"Piggyback" trains are the hottest things on rails today. While the roots go back more than a century, the truck-rain service revolution really began in the 1950s. So for most of the most popular modeling eras, these cars and trains are an important part of the scene.
Trailer On Flatcar (TOFC) is one of the most basic forms of intermodal transportation. The concept of loading trailers onto flatcars dates to the mid-1800s. The concept was adopted by the circus and military before coming into its own with the rise of commercial trucking in the 1950s.
Several railroads pioneered new TOFC services in the 1950s. The concept allowed trucks to handle the door-to-door deliveries with railroads taking the load for the long haul. Initially, many railroads tried putting small ramps in many towns. Larger "hubs" quickly proved more efficient. Intermodal terminals today are still called "ramps" even though cranes have long since replaced loading ramps.
Early operations used "circus-style" loading, where trailers were backed onto the flatcars from one end. Special bridge plates were lowered between cars to allow the trucks to cross. This process originated from circus operations, and it was time-consuming and challenging with long cuts of cars. Only one trailer could be loaded at a time and backing the trailer required significant skill.
Once in place, trailers had to be secured with chains and wheel chocks. At the destination, the train had to be spotted at the ramp with the trailers facing the ramp so that tractors could tie on to unload. This meant that most terminals needed a wye to turn cars.
As terminals expanded in the 1960s, cranes and lifts and new fifth-wheel couplings sped loading and unloading operations greatly. These facilities could also often handle shipping containers as well as trailers.
Early operations often relied on standard 40 and 50-foot flatcars to haul trailers. Longer cars designed for TOFC operation in the 1950s were 75 feet. These could haul two standard 35' trailers of the day.
TOFC flatcars were usually equipped with drop plates on the ends and places to attach the tie-down chains on the sides and centers. Rub rails along the sides were also sometimes used to prevent a trailer from rolling off during loading.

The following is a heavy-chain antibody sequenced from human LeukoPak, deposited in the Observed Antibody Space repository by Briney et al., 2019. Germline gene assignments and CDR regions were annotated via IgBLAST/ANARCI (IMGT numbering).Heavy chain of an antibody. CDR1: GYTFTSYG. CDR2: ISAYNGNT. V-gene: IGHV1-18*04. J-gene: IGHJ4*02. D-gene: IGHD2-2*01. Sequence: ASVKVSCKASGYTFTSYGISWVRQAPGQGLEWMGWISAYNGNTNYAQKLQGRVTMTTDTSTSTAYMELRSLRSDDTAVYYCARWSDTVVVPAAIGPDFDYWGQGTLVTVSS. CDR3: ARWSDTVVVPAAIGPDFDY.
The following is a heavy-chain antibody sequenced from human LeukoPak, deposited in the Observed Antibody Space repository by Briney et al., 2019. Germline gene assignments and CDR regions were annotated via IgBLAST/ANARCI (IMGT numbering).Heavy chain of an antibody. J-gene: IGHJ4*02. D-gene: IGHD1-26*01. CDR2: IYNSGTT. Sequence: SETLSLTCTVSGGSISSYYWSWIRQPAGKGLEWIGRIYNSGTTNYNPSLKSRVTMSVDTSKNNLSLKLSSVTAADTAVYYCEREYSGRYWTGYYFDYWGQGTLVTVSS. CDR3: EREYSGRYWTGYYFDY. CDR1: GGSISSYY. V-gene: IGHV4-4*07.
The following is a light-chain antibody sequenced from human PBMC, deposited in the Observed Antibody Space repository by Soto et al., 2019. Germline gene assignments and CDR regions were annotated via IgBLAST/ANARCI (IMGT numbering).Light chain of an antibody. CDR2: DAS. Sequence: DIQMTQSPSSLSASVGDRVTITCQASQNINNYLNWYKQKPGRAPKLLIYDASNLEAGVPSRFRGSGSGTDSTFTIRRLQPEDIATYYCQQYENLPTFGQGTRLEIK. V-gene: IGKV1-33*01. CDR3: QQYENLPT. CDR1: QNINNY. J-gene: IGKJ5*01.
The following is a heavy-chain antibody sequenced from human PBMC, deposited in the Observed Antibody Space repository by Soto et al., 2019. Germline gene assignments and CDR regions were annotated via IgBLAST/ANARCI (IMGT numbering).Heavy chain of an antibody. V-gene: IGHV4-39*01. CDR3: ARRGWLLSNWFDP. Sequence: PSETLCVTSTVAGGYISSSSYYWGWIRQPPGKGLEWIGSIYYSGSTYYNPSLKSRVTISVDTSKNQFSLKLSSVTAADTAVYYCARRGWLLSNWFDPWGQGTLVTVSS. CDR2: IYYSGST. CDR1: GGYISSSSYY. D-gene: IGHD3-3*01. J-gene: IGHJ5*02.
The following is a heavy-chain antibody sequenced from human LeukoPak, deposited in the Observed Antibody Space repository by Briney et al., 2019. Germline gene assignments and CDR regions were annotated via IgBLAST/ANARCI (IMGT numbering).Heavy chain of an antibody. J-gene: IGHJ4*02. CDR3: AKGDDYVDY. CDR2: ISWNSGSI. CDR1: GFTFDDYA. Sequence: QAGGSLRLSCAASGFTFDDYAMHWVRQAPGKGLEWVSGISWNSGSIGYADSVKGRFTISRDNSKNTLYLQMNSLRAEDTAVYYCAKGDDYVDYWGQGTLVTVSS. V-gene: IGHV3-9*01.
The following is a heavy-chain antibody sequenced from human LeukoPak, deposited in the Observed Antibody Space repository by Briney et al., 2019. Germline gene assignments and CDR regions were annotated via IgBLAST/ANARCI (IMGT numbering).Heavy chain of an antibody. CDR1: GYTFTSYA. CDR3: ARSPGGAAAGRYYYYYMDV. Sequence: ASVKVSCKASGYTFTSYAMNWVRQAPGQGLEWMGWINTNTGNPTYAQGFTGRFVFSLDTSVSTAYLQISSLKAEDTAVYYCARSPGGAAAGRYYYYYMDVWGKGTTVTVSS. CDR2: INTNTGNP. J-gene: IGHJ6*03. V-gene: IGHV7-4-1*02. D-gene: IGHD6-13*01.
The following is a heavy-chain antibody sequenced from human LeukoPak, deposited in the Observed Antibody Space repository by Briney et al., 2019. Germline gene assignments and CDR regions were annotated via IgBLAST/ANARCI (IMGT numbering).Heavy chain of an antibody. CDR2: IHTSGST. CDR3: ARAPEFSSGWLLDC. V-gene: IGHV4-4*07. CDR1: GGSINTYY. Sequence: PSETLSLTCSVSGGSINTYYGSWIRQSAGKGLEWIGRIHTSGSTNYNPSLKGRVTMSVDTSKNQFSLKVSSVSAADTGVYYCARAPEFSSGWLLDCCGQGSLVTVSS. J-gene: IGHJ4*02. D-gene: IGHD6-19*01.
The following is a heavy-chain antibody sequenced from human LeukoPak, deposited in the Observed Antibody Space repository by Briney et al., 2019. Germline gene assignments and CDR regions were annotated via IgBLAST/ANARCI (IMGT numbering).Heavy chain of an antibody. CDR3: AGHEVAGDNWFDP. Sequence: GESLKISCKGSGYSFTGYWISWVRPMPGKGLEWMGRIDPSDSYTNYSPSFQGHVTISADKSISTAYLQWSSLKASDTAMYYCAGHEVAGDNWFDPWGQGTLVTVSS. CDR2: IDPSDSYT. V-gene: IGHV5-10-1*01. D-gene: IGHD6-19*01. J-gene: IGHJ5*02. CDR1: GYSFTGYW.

As trailers grew to 40-foot standard lengths, flatcars also grew to 85 and later 89 feet. The latter was useful even after 45-foot trailers became common in the 1980s. The rise of 48 and then 53-foot trailers in the 1990s meant that only one could be handled on a typical 89 foot flat. A variety of hitch arrangements allow different trailer and container combinations. Flatcars not adapted for today's long trailers can be seen hauling other loads as well.
Spine cars offered reduced length and weight and greater flexibility than flats. With a smaller platform size, these cars were lighter. Three and five-unit articulated cars offered greater efficiency by reducing coupler slack and wheels. Cars are normally used for containers, but some have hitches for trailer use as well. This flexibility allows equipment in intermodal pools to carry whatever load is needed.
Trailer Train (TTX)
The high cost and national nature of intermodal markets enticed railroads to pool their resources when purchasing equipment. Trailer Train Corporation was created in 1955 to supply intermodal flatcars to the railroads that invested in it. This shielded the railroads themselves from the investment cost if the new technology failed. It also provided more seamless service across multiple roads and encouraged standardization and cooperation between competing lines.
Renamed TTX Corporation in 1991, the company's yellow flat, spine, and well cars are seen in almost every intermodal train. The company also supplies flat cars for autoracks and other uses and is the parent company for the Railbox and Railgon boxcar and gondola pools. In addition to Trailer Train, many railroads own their own equipment which is often pooled to operate nationally.